Native Fled Iroquois HQ Year Before Dam Blew Up


Native Fled Iroquois HQ

Year Before Dam Blew Up

By JIM KEVLIN • Special to

Gen. James Cllinton, who built a dam at Cooperstown in 1779, blew it up, and his 200-bateauz flotilla rode the waves 100 miles to Onaquaga, only to find it deserted.

COOPERSTOWN – The more than 3,000 paddlers in this weekend’s 59th annual General Clinton Regatta can compete with a clear conscience.

Its namesake Gen. James Clinton, who blew up the dam at Cooperstown in 1779 so the waters could carry his 200-bateaux flotilla swiftly down the Susquehanna to Onaquaga, didn’t destroy the Iroquois village there.

He found one building standing, owned by a British sympathizer, a man name Clagford, and Clinton’s troops did destroy that.

But “Clinton didn’t really do much on the way down,” said Bill Starna, the Oneonta historian who spoke on the period Sunday, May 19, at the Cooperstown Village Library.

The actual destruction of Onaquaga was done the year before – in October 1778 – by a contingent of 250 Colonial troops out of Middle Fort (now Middleburgh), led by a Lt. Col. William Butler. (Not to be confused with two feared Tory guerrilla commanders, John and Walter Butler.)

Even William Butler’s troops, who had come down Oullette Creek and razed the Indian village at Old Unadilla (Sidney), found Onaquaga’s population – learning in advance the Americans were on their way – had abandoned the settlement.

The Colonials also destroyed the longhouses and other signs of human habitation, and went back home.

The context of this raid and the Sullivan-Clinton Expedition of the following year were the nasty Border Wars: the American Revolution set neighbor against neighbor throughout the region, as some sided with Great Britain and the other with the Colonists.

Veteran Clinton Regatta participants Andy Triebold, left, and Steve LaJoie cross Otsego Lake’s entry point into the Susquehanna River at Cooperstown.  They went on to win the 2108 Clinton Regatta, which will be run again this weekend.   (AllOTSEGO photo)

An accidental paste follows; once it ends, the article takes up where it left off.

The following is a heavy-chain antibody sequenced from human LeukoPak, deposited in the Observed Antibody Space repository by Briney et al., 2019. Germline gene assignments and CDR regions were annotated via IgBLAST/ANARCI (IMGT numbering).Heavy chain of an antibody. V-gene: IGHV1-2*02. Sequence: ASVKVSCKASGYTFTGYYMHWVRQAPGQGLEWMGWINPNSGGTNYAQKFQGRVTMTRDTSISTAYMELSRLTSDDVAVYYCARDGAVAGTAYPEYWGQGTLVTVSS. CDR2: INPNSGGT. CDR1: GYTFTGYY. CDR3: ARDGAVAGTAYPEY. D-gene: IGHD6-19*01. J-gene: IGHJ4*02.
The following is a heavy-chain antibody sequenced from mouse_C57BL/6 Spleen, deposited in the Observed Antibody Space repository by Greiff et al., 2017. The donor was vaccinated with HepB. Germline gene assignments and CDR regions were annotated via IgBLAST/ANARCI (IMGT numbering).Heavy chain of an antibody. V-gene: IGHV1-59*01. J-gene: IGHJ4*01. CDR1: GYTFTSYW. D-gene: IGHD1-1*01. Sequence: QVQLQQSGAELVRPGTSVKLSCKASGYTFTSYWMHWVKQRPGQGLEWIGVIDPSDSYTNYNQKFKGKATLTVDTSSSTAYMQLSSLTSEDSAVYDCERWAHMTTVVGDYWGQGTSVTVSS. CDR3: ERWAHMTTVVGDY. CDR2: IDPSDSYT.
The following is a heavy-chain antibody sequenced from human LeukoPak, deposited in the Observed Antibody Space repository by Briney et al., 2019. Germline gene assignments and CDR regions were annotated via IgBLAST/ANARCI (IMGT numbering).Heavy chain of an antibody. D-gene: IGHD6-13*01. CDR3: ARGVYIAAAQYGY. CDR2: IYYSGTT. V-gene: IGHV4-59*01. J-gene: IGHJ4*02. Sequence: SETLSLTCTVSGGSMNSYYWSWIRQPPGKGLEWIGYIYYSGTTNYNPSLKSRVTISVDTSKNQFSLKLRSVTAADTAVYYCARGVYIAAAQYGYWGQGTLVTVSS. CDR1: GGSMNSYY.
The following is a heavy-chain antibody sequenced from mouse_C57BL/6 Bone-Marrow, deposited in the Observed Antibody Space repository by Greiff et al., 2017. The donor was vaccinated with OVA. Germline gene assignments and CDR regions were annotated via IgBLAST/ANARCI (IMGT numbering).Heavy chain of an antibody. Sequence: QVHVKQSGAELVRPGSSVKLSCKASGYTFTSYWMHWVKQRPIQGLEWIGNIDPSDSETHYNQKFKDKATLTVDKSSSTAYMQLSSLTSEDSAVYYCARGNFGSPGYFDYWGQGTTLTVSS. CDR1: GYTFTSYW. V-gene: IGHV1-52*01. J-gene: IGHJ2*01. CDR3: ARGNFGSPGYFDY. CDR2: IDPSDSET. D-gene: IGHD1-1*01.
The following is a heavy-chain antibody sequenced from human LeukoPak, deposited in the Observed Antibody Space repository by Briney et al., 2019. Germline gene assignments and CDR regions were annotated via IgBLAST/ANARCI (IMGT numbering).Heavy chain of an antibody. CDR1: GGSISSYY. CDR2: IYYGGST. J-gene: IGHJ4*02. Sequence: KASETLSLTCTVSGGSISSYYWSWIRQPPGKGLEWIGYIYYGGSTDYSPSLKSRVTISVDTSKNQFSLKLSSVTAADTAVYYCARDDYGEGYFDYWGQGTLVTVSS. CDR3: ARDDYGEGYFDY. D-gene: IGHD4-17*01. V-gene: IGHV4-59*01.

The Six Nations – the Iroquois Confederacy of six tribes – had to choose, too. The Oneidas allied with the Americans, but the Mohawks, led by famed Chief (and warrior) Joseph Brant and most of the other Iroquois stuck with the British.

William Butler’s 1778 raid sparked what followed. In retaliation, Brant and Tory John Butler led what became known as the Cherry Valley Massacre on Nov. 11, 1778, where 30 settlers were killed and 80 taken hostage.

That, in turn, prompted George Washington to order the Clinton-Sullivan Expedition the following year. When it was over, the Iroquois were destroyed, thousands of men, women and children killed, and the remaining 5,000 fled to British Canada.  “Clinton gets all the credit,” said archaeologist and local historian Buzz Hesse. “We are in Clinton territory.”

In reality, he said, it should be called the Sullivan-Clinton Expedition, as Sullivan brought four brigades up from Pennsylvania; Clinton only brought one down from Albany. The two forces joined at Tioga, modern-day Athens, Pa., and began the destruction of the native tribes in earnest.

At the Revolution’s end, the pacification of the Iroquois allowed a flood of Yankees to flow out of overcrowded New England into Central New York and onto Ohio.

“It was Washington’s war of annihilation,” said one local historian, who preferred not to be identified.

But Hesse said, “Washington could see the future. He knew it” – the bloody conflict between natives and settlers “had to be resolved.”

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